Microscopic sections (Figure 1) revealed marked thickening and hyalinization of medium sized vessel walls, with prominent eccentric intimal proliferation (Figure 1A and B) and apparent sparing of small sized vessels (Figure 1C). Focal evidence of recent vascular thrombosis with early organization was noted in one vessel (Figure 1D). Arteritis, necrosis, inflammation and calcification were absent. Verhoeff’s Van Gieson elastic stain (Figure 1E) highlighted the prominent intimal hyperplasia. Masson’s trichrome stain (Figure 1F) highlighted a loose matrix of fibrous tissue replacing and expanding the intima.

Figure 1
Figure 1 Microscopic sections showing marked thickening (A) and hyalinization (B) of medium sized vessel walls with prominent eccentric intimal proliferation with no arteritis, necrosis, inflammation and calcification (hematoxylin-eosin, original magnification × 200); sparing of small sized vessels (C) (hematoxylin-eosin, original magnification × 200); focal evidence of recent vascular thrombosis with early organization in one vessel (D) (hematoxylin-eosin, original magnification × 200); Verhoeff’s Van Gieson elastic stain highlighting the prominent intimal hyperplasia (E) (original magnification × 200; Masson’s trichrome stain highlighting a loose matrix of fibrous tissue replacing and expanding the intima (F) (original magnification × 200).
DISCUSSION

FMD was first described more than 68 years ago by Leadbetter, as a cause of hypertension, but was not until 1938 that it received an accurate pathological description by Mc Cormack, who reported four cases as “fibromuscular hyperplasia”[1,3]. Currently, FMD is well recognized as a nonatherosclerotic, noninflammatory vascular disease that most commonly affects young females, involving the renal and internal carotid arteries but has been described in almost all arterial beds in the body[1-9]. This entity accounts for less than 10% of cases of renal-artery stenosis[2]. Among 1200 cases of FMD studied by Meetinger[3], 60% involved renal arteries, 34% extracranial carotid and vertebral arteries, and less than 2.5% involved iliac, celiac and mesenteric arteries.

Two histopathological classifications of renal FMD have been proposed. In 1971, Harrison and McCormack[10] made the first classification, based on the arterial layer in which the lesion predominates: intimal fibroplasias, medial fibroplasias and adventitial fibroplasias. Intimal fibroplasia was found in less than 10% of patients with FMD, and can be confused with arteritis by angiography because it may appear as a focal, concentric stenosis or a long smooth narrowing. Medial fibroplasia, characterized on imaging studies by a “string of beads appearance”, represents the most common dysplastic lesion, with medial compromise and sparing of intimal and adventitial layers. Medial fibroplasias include two uncommon subtypes: perimedial fibroplasia and medial hyperplasia. Perimedial fibroplasia is characterized by a collar of elastic tissue at the junction of the media with the adventitia. Medial hyperplasia, corresponds to less than 1% of causes of renal stenosis, and consists of medial hyperplasia without loose matrix of fibrous tissue formation. The third category, also the rarest type of FMD is adventitial (periarterial) hyperplasia.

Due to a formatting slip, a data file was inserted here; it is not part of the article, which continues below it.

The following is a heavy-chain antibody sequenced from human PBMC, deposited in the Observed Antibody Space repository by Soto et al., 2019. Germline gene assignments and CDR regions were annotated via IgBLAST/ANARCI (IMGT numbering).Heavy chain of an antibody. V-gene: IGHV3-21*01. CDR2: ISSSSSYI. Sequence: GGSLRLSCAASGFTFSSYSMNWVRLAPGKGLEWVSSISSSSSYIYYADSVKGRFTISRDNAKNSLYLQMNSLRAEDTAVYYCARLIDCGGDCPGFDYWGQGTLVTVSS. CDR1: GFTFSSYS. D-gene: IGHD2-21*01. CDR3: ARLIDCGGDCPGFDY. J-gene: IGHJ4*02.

In 1975, Stanley[4], subdivided FMD into four categories, instead of three, according to histopathological findings: intimal fibroplasias, medial hyperplasia, medial fibroplasia and perimedial dysplasia. The first category, intimal fibroplasia accounts for 5% of cases of FMD appearing as irregular tubular stenosis in young patients and smooth focal stenosis in older persons, characterized histologically by an accumulation of irregularly arranged subendothelial mesenchymal cells within a loose matrix of fibrous connective tissue, often eccentric, with absence of inflammatory cells or foamy macrophages. The second, medial hyperplasia is characterized by increase in medial muscle, without demonstrable fibrotic changes, and accounts for less than 1% of cases. This category is difficult to differentiate roentographically from intimal fibroplasia. The third and most common category, medial fibroplasia, represents 85% of cases of renal FMD, and is most commonly seen in the pediatric population. It is characterized histologically by compromise of the outer media, or diffuse involvement of the entire media. Involvement of the outer media presents with compact fibrous connective tissue replacing smooth muscle peripherally, and a moderate accumulation of collagen in the inner media, separating disorganized smooth muscle. On the other hand, diffuse medial fibroplasia is characterized by severe disorganization, with disruption and replacement of smooth muscle by haphazard arrangements of fibroblasts and collagen. The last category, perimedial dysplasia, found in 10% of cases of FMD, is characterized by relatively acellular tissue in the region of the external elastic lamina that can be mistaken for dense collagen.

Both authors reported that macroaneurysms and dissections are the common complications of FMD. Aneurysms can present in any subtype, and their presence should not lead to a different diagnosis. To date, classifications are used in the literature, indistinguishably.